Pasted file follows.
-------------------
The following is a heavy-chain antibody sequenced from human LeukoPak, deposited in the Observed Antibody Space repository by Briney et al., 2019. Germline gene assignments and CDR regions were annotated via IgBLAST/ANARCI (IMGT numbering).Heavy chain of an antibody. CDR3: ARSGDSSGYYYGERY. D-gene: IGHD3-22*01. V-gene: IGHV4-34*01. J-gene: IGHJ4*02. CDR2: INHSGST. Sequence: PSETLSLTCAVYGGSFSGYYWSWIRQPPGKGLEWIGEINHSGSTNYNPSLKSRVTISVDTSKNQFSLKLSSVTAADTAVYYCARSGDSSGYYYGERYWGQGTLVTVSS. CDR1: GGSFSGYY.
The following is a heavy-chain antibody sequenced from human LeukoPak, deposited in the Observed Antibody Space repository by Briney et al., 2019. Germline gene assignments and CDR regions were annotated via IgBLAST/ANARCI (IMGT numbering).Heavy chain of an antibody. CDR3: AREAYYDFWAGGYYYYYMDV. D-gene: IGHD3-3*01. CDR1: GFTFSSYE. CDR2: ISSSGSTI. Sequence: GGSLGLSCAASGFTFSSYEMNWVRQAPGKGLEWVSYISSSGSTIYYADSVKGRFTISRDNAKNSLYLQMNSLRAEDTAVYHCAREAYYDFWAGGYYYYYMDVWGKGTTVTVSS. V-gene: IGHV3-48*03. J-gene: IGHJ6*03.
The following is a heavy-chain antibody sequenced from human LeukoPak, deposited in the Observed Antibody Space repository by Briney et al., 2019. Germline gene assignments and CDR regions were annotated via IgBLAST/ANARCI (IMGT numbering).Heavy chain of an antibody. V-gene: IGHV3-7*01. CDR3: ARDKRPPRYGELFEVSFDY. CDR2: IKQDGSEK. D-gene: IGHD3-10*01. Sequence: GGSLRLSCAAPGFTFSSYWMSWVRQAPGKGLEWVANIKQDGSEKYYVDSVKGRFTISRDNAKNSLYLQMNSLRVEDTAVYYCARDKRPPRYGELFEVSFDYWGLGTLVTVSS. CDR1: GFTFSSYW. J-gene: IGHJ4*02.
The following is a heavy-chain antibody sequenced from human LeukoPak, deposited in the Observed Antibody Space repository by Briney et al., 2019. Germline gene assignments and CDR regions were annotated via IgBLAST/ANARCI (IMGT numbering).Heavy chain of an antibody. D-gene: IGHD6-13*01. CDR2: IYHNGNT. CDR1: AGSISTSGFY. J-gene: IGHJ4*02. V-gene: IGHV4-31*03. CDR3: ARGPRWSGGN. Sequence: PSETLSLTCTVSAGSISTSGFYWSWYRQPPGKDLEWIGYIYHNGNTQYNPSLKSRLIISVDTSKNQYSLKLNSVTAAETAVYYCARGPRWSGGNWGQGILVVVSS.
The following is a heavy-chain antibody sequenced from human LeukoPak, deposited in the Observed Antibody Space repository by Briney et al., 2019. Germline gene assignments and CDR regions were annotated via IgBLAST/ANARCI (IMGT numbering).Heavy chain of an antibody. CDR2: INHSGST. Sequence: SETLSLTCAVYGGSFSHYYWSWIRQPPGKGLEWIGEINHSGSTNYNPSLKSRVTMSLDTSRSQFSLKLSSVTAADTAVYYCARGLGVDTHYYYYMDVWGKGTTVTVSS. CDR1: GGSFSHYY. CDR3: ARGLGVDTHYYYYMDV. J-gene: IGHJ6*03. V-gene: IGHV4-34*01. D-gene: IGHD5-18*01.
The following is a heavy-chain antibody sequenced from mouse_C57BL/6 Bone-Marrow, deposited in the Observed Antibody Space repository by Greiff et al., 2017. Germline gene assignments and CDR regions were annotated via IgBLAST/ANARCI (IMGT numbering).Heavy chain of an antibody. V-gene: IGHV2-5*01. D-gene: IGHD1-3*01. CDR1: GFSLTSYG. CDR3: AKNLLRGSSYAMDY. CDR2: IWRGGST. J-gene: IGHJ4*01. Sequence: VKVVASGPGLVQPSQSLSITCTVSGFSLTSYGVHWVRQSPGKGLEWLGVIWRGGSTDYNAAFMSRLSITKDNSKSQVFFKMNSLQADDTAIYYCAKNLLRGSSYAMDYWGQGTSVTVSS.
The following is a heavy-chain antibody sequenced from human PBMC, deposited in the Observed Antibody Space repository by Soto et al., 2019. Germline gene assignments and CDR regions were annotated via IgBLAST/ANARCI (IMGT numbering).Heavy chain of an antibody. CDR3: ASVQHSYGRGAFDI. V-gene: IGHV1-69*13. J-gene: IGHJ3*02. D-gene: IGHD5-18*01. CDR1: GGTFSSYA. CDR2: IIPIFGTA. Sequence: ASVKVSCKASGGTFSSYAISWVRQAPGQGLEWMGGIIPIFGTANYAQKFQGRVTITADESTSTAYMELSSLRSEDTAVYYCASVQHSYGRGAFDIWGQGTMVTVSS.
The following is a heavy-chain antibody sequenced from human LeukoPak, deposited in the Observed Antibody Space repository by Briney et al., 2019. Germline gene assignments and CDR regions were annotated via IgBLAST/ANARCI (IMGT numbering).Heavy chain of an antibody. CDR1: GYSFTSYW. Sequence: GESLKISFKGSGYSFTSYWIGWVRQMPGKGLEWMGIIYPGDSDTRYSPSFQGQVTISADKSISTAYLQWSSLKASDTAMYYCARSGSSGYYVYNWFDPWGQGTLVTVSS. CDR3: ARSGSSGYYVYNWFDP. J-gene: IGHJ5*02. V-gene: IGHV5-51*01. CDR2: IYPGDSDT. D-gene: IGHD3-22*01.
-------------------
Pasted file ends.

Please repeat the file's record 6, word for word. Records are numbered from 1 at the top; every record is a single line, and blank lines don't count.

The following is a heavy-chain antibody sequenced from mouse_C57BL/6 Bone-Marrow, deposited in the Observed Antibody Space repository by Greiff et al., 2017. Germline gene assignments and CDR regions were annotated via IgBLAST/ANARCI (IMGT numbering).Heavy chain of an antibody. V-gene: IGHV2-5*01. D-gene: IGHD1-3*01. CDR1: GFSLTSYG. CDR3: AKNLLRGSSYAMDY. CDR2: IWRGGST. J-gene: IGHJ4*01. Sequence: VKVVASGPGLVQPSQSLSITCTVSGFSLTSYGVHWVRQSPGKGLEWLGVIWRGGSTDYNAAFMSRLSITKDNSKSQVFFKMNSLQADDTAIYYCAKNLLRGSSYAMDYWGQGTSVTVSS.